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Following that first meeting, Swenson had the opportunity to join Diamond at Fenway Park in Boston, where people "love, love, love" the singer, to lead the crowd in rendition of "Sweet Caroline" — which is sung during every Boston Red Sox home game.
"It was one of those things I could never have dreamed up as a bucket list item, and there I was standing on top of the fence at Fenway singing 'Sweet Caroline' with Neil Diamond at my side was just absolutely crazy," Swenson remembers of the moment.
In 2018, following a diagnosis of Parkinson's disease, Diamond announced that after decades of performing, he'd be retiring from touring.
"It is with great reluctance and disappointment that I announce my retirement from concert touring. I have been so honored to bring my shows to the public for the past 50 years," Diamond said at the time on his website. "My sincerest apologies to everyone who purchased tickets and were planning to come to the upcoming shows."
Diamond added, "I plan to remain active in writing, recording and other projects for a long time to come. My thanks goes out to my loyal and devoted audiences around the world. You will always have my appreciation for your support and encouragement. This ride has been 'so good, so good, so good' thanks to you."
Related:Neil Diamond Surprises Broadway Audience with Rare Performance of 'Sweet Caroline' — Watch!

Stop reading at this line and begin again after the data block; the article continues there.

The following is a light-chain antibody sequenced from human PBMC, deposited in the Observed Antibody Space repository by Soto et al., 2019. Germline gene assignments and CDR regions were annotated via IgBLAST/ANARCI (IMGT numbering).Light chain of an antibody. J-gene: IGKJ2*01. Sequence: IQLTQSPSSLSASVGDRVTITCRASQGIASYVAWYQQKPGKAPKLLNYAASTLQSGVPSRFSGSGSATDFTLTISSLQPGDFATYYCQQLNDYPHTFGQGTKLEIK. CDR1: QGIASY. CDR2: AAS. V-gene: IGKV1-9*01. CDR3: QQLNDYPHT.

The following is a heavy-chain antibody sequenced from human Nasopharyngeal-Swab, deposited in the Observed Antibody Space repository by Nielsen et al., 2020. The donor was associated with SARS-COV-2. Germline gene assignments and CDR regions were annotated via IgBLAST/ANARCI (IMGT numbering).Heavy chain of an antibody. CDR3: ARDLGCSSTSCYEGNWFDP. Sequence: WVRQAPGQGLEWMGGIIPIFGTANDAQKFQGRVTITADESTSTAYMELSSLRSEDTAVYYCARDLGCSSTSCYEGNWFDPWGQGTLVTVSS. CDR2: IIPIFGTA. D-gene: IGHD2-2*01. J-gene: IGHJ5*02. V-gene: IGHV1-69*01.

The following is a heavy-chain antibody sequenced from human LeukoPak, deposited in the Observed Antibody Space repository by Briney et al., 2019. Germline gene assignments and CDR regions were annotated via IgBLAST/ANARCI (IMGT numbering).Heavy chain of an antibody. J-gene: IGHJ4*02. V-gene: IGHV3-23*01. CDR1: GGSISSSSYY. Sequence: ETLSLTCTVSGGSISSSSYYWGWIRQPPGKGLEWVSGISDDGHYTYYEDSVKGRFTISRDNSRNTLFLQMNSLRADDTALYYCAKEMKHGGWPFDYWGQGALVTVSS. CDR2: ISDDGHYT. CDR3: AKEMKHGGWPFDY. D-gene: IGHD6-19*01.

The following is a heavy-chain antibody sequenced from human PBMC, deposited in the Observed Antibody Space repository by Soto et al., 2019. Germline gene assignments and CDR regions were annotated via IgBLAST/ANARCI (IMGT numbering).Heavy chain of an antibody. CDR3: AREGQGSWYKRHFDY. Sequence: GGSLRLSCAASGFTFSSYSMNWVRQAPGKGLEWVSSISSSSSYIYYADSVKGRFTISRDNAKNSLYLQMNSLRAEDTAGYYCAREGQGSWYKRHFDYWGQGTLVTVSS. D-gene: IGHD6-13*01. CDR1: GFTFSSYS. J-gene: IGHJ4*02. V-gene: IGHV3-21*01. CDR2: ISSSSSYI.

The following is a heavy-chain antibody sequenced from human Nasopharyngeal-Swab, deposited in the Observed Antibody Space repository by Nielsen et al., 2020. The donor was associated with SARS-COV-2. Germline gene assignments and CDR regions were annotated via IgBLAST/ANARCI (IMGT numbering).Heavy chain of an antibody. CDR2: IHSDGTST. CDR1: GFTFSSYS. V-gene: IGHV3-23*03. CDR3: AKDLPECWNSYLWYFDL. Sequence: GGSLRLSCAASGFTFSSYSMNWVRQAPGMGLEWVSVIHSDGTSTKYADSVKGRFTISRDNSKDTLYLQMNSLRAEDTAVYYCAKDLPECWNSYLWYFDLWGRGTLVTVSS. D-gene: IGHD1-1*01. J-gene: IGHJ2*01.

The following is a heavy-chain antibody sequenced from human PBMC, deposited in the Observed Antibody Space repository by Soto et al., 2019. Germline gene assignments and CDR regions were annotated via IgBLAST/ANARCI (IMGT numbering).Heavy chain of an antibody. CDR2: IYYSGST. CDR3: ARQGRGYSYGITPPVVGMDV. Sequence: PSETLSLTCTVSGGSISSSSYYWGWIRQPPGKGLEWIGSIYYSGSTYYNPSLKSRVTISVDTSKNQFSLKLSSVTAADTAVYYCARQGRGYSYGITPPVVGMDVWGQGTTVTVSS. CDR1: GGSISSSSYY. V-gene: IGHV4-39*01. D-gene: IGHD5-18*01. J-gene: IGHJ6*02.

Now, six months after the show opened at Broadway's Broadhurst Theatre, Swenson has gotten a front-row seat to just how passionate Diamond's fans are.
"It became apparent instantly," Swenson says. "My first entrance into the show, they're already, like, screaming in ecstasy because they love Neil so much. Neil can't tour anymore, so I think the people that have followed him around and are huge fans and always go see him when he comes through town, they're desperate to have that outlet and get their Neil fix."
He adds: "They certainly love Neil, and it's not lost on me what an honor it is to stand in his gigantic shoes."
To both Swenson and his father's great pleasure, the Tony nominee now has a relationship with both Diamond and his wife, Katie McNeil.
"The fact that I sort of know him as a person, and I've continued to text message with him and his wife, and they invited me to their house before opening to give me an opening night present. It seems absolutely crazy," he says. "My dad's going nuts. He calls me three times a week to just... 'How's it going? Has Neil called you?' I was able to introduce my dad to Neil on opening night, and my dad's 86, and he said, 'This was the best day of my life.'"